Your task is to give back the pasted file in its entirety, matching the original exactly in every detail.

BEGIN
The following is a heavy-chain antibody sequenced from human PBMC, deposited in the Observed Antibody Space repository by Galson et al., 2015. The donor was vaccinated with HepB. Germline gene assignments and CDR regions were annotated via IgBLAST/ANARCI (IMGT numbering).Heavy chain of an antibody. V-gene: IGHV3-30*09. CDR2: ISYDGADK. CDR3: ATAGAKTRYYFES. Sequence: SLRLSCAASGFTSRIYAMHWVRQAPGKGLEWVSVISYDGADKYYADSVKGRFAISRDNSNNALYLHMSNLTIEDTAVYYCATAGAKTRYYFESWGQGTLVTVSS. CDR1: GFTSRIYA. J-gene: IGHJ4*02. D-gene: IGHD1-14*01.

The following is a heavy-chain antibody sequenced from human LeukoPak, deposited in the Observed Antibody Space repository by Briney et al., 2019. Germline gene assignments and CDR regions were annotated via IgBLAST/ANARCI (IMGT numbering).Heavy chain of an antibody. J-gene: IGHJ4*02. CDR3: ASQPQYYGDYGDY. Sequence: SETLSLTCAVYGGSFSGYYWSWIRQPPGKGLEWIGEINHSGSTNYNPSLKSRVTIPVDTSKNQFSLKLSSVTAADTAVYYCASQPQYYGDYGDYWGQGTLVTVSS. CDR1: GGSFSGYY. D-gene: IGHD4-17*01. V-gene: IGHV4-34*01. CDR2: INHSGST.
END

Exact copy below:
The following is a heavy-chain antibody sequenced from human PBMC, deposited in the Observed Antibody Space repository by Galson et al., 2015. The donor was vaccinated with HepB. Germline gene assignments and CDR regions were annotated via IgBLAST/ANARCI (IMGT numbering).Heavy chain of an antibody. V-gene: IGHV3-30*09. CDR2: ISYDGADK. CDR3: ATAGAKTRYYFES. Sequence: SLRLSCAASGFTSRIYAMHWVRQAPGKGLEWVSVISYDGADKYYADSVKGRFAISRDNSNNALYLHMSNLTIEDTAVYYCATAGAKTRYYFESWGQGTLVTVSS. CDR1: GFTSRIYA. J-gene: IGHJ4*02. D-gene: IGHD1-14*01.

The following is a heavy-chain antibody sequenced from human LeukoPak, deposited in the Observed Antibody Space repository by Briney et al., 2019. Germline gene assignments and CDR regions were annotated via IgBLAST/ANARCI (IMGT numbering).Heavy chain of an antibody. J-gene: IGHJ4*02. CDR3: ASQPQYYGDYGDY. Sequence: SETLSLTCAVYGGSFSGYYWSWIRQPPGKGLEWIGEINHSGSTNYNPSLKSRVTIPVDTSKNQFSLKLSSVTAADTAVYYCASQPQYYGDYGDYWGQGTLVTVSS. CDR1: GGSFSGYY. D-gene: IGHD4-17*01. V-gene: IGHV4-34*01. CDR2: INHSGST.